“Obviously Liam’s been growing as a player and a leader, so I’m pleased where those guys are heading.”

And then there is the fact that this rivalry goes back 138 years to 1892.

“It’s Friday night, traditional rivals, the Waratahs, the stadium has been opened up to 25,000 [people] now; gee it would be great to get some good numbers there,” Thorn said. “And we feel a responsibility to hopefully play some really good rugby, both sides, and put a good display on for rugby in Australia.”

That good display is exactly what the game needs. There’s no hiding from the fact that Rugby Australia is still without a television deal for next season, the game for too long associated with scrum resets and time wasting when the modern attention span is shorter than ever.

Broadcasters are no longer prepared to pay for sub-standard content, something Rugby Australia has attempted to improve by introducing some trials laws for Super Rugby AU.

And, but for a 2015 season in which Michael Cheika worked some short-term magic, the Wallabies have been regarded as little more than a bunch of losers.

That needs to change.

“It’s a trial every week, or there is two of them basically going on every week, which is outstanding,” Penney said of the format for Super Rugby AU. “If you’ve watched over the ditch, they’ve had three weeks of it now, that’s the standards we’ve got to set; we’ve got to make people fall in rugby again here and make it a game that people want to spend some time being involved with.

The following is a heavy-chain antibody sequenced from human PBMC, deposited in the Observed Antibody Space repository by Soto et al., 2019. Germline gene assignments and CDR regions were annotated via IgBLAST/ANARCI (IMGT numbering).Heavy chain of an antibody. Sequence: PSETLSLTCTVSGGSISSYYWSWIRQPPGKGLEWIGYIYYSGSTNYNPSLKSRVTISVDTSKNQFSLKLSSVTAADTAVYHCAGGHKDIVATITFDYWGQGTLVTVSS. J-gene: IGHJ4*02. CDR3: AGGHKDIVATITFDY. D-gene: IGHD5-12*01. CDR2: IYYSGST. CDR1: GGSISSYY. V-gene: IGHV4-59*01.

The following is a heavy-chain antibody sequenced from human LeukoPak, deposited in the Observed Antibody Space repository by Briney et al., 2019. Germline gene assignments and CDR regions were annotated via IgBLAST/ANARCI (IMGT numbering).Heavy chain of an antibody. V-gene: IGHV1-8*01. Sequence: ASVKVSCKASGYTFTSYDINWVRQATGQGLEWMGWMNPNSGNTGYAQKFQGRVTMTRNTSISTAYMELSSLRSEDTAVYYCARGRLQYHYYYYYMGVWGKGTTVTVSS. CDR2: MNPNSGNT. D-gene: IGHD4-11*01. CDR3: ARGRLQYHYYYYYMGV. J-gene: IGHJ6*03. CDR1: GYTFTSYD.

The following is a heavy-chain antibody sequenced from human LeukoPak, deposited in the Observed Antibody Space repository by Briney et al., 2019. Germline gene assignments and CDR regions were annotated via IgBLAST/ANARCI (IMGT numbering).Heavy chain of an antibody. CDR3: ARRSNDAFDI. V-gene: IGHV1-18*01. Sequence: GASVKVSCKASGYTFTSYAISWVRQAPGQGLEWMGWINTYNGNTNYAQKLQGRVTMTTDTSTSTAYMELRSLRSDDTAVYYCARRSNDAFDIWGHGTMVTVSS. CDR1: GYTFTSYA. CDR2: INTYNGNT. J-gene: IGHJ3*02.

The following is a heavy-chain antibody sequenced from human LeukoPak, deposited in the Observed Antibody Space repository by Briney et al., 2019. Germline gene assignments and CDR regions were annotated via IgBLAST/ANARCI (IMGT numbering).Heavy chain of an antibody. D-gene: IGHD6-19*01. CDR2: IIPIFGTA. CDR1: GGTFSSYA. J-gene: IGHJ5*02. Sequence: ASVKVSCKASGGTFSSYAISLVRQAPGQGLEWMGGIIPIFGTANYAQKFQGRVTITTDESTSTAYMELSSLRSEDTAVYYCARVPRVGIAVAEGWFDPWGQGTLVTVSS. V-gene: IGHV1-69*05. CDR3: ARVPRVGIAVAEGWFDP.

“So we have a massive responsibility to the greater game here…and every week there’s going to be two trials for the national team which will be of a lot of interest to a lot of people given post-World Cup [departures], there could be some new faces. And the way Dave Rennie’s coming in and looking to build into this next World Cup, it’s going to be interesting to see how it unfolds.”

From Israel Folau to Raelene Castle, Cheika’s acrimonious exit to the wayward Reds trio, Australian rugby can survive little further controversy when it already finds itself on financial life support.

A memorable match in its oldest fixture, one that showcases some potential future Wallabies, seems like a good place for Australian rugby to start its climb back from near complete sporting obscurity.